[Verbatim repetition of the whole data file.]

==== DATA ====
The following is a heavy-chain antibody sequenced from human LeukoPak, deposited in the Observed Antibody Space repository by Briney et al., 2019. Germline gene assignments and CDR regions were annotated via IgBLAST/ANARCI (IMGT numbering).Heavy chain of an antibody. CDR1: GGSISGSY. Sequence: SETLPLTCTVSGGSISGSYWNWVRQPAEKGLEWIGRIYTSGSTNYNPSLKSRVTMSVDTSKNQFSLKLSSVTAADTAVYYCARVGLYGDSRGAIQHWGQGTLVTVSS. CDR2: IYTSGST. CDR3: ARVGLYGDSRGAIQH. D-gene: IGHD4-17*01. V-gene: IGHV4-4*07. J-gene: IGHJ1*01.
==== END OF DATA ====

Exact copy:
The following is a heavy-chain antibody sequenced from human LeukoPak, deposited in the Observed Antibody Space repository by Briney et al., 2019. Germline gene assignments and CDR regions were annotated via IgBLAST/ANARCI (IMGT numbering).Heavy chain of an antibody. CDR1: GGSISGSY. Sequence: SETLPLTCTVSGGSISGSYWNWVRQPAEKGLEWIGRIYTSGSTNYNPSLKSRVTMSVDTSKNQFSLKLSSVTAADTAVYYCARVGLYGDSRGAIQHWGQGTLVTVSS. CDR2: IYTSGST. CDR3: ARVGLYGDSRGAIQH. D-gene: IGHD4-17*01. V-gene: IGHV4-4*07. J-gene: IGHJ1*01.